Your Guide to Custom Wedding Invitations / LBC Design Co.
By Lindsey Sachs
Are you ready to make a positive first impression for your wedding? If so, it all starts with your wedding stationary.
This is a wedding planning topic that I get giddy about! From a young age, I spent hours on creative arts projects, especially paper arts. I colored my share of coloring contests (even winning a grand prize, a trip for four to Disneyland for my family) and later went to work as a store Supervisor and Merchandise Buyer for Archiver’s - The Photo Memory store where we helped couples design their custom wedding stationary.
Perhaps one of my most favorite aspects of wedding stationary is the tangible aspect of receiving such special mail. By sending wedding invitations, you’re creating a moment for your guests even before they arrive at your wedding.
As you prepare to design your wedding stationary, we caught up with the talented Carina Herman of LBC Design Co. a Denver-based Graphic Designer to touch on key questions many couples have when beginning this process and ideas to get your inspiration flowing.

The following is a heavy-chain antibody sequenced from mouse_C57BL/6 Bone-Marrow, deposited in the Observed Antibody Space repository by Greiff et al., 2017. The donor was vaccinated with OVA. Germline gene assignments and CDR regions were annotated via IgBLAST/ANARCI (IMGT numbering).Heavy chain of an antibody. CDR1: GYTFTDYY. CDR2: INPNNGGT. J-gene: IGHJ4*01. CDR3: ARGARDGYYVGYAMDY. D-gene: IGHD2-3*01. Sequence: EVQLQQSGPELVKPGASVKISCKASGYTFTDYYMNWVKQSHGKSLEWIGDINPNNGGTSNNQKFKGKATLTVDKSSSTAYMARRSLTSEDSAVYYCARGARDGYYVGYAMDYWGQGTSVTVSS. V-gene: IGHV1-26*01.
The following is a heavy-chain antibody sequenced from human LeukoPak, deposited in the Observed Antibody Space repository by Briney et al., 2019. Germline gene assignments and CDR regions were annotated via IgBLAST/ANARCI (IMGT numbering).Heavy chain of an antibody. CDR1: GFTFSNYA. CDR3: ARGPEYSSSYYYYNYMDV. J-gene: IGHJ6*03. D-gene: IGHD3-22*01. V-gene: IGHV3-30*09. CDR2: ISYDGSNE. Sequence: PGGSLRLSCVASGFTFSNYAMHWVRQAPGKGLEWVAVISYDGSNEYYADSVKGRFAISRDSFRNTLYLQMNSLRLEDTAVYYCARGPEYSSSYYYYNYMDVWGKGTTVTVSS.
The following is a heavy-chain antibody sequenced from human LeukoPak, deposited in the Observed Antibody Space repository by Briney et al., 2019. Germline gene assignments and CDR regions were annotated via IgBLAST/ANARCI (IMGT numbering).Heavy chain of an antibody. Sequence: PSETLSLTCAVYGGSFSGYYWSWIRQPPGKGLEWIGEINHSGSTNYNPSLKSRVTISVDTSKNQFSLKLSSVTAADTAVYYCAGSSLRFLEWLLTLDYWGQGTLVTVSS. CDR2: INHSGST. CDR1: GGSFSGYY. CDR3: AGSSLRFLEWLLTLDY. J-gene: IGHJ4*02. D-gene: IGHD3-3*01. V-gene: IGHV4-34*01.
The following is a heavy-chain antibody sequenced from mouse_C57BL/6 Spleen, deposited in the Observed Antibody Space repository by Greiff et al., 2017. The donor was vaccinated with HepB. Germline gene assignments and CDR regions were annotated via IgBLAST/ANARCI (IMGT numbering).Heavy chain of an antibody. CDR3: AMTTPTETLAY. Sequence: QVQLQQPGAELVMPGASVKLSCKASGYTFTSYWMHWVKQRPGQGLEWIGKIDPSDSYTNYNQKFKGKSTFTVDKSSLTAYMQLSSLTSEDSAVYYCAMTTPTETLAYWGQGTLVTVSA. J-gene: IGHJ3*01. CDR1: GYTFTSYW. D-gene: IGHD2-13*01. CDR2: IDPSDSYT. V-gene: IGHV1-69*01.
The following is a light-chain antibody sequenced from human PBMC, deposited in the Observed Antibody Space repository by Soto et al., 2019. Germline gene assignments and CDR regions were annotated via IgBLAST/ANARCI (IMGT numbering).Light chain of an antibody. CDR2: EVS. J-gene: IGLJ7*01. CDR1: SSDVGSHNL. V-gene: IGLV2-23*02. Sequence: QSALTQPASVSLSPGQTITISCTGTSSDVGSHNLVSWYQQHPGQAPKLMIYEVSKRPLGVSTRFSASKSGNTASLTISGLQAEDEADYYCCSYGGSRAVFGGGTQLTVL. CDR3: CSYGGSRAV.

As a design and stationary expert, Carina is passionate about getting every detail just right for her clients, especially wedding etiquette which is a tricky subject for most couples. Read on as Carina outlines invitation options, helps you understand key stationary components, when to mail your invitations and more.
But first, here are ideas for what can be included in your wedding invitation suite:
- Save the Date Card
- Wedding Invitation
- Information and Accommodations Card
- RSVP Card with Stamped Enclosure Envelope
- Rehearsal Dinner Invitation (for select guests)
- Post Wedding Brunch Invitation (for select guests)
- Wedding Ceremony Program
- Guest Favor Tags
- Table Cards
- Escort Cards
- Wedding Day Signage
What is the difference between custom wedding stationery and pre-designed stationary found onLINE?
LBC Design Co: Custom; quality, color, graphic choices and true personalization with the ability to proof and edit every detail. Since everything is custom designed and materials are especially ordered for you, custom stationery has a longer lead time than ordering online, however if planning ahead, this shouldn't detract you from going the custom route.